• Reply November 6, 2012

    Tracy

    What a wank!

    I’m with The Huntress. I love good nutritious food – cooking is a hobby and a passion.

  • Reply November 6, 2012

    ro.watson

    I admire Pete for his energy and drive in getting these ingredients together~ no wonder he pulled funny tasting faces on”My Kitchen Rules”. His choices also say a lot about our general direction and education in popular foods. (I must stop ordering pizza).

  • Reply November 6, 2012

    DeeDee

    I’m with Justin, GIVE ME A SMALL BREAK!

  • Reply November 6, 2012

    Tony W

    “If you say something, be prepared to back it up. If you don’t have the conviction? Can’t defend your comment? Don’t say it.”

    So Wendy, how do you reconcile that with Evans’ promotion of alkalized water? I’d like to see him defend that! The fact is it’s a hoax, a flat out scam, and should not be promoted by a so called “food ambassador”.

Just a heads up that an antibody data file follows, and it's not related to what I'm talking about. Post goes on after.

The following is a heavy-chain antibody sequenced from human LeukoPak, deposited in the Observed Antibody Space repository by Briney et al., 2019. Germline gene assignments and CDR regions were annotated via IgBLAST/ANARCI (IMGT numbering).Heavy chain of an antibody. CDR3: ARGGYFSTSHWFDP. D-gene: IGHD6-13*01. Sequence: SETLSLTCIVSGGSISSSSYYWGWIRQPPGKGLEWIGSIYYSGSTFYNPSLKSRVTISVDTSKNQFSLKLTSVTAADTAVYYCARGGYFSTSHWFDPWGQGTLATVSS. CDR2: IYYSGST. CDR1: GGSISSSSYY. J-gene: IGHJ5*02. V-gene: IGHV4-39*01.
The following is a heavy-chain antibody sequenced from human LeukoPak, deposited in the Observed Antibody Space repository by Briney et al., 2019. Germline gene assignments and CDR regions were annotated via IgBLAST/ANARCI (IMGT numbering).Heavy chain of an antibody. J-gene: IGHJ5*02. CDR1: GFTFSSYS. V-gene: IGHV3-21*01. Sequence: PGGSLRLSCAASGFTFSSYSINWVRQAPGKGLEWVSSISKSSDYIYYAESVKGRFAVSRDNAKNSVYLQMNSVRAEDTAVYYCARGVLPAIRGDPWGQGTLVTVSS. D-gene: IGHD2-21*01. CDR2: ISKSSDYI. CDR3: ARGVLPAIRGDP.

The rest of Evans’ diet may be obscure/esoteric, but at least it adheres to proven principles – high fibre, high organic content.

    • Reply November 6, 2012

      Linda

      @Tony W – I’m reminded a bit of the pretentious prattlings of Miranda Kerr and her gluten free birthday cake for her babys birthday. Now the child is not a celiac, so she has decided (like so many others) that gluten is bad without any proof of this at all. Gluten is bad for celiacs, but has no effect on non-celiacs. It is this holier-than-thou garbage that irks me. I don’t care what you choose to eat, but don’t push unscientific garbage onto the masses.

      • Reply November 6, 2012

        Benison O'Reilly

        Totally agree about the gluten-free rubbish. Catherine Saxelby, who is a qualified nutritionist and thus actually has the credentials to talk about these things wrote how gluten-free foods are often higher in fat and lower in fibre that their gluten- containing equivalents, not to mention being unnecessary for the vast bulk of the population.

        .

        • Reply November 7, 2012

          Cath